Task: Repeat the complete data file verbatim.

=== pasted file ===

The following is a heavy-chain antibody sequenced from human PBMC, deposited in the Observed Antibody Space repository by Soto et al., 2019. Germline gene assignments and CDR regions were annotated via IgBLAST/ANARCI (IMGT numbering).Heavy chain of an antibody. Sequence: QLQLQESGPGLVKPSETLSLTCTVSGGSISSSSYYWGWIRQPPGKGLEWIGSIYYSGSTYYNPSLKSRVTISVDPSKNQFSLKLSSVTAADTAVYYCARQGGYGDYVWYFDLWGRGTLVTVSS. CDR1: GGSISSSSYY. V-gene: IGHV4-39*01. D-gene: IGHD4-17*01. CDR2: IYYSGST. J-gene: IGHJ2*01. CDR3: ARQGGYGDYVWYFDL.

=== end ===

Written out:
The following is a heavy-chain antibody sequenced from human PBMC, deposited in the Observed Antibody Space repository by Soto et al., 2019. Germline gene assignments and CDR regions were annotated via IgBLAST/ANARCI (IMGT numbering).Heavy chain of an antibody. Sequence: QLQLQESGPGLVKPSETLSLTCTVSGGSISSSSYYWGWIRQPPGKGLEWIGSIYYSGSTYYNPSLKSRVTISVDPSKNQFSLKLSSVTAADTAVYYCARQGGYGDYVWYFDLWGRGTLVTVSS. CDR1: GGSISSSSYY. V-gene: IGHV4-39*01. D-gene: IGHD4-17*01. CDR2: IYYSGST. J-gene: IGHJ2*01. CDR3: ARQGGYGDYVWYFDL.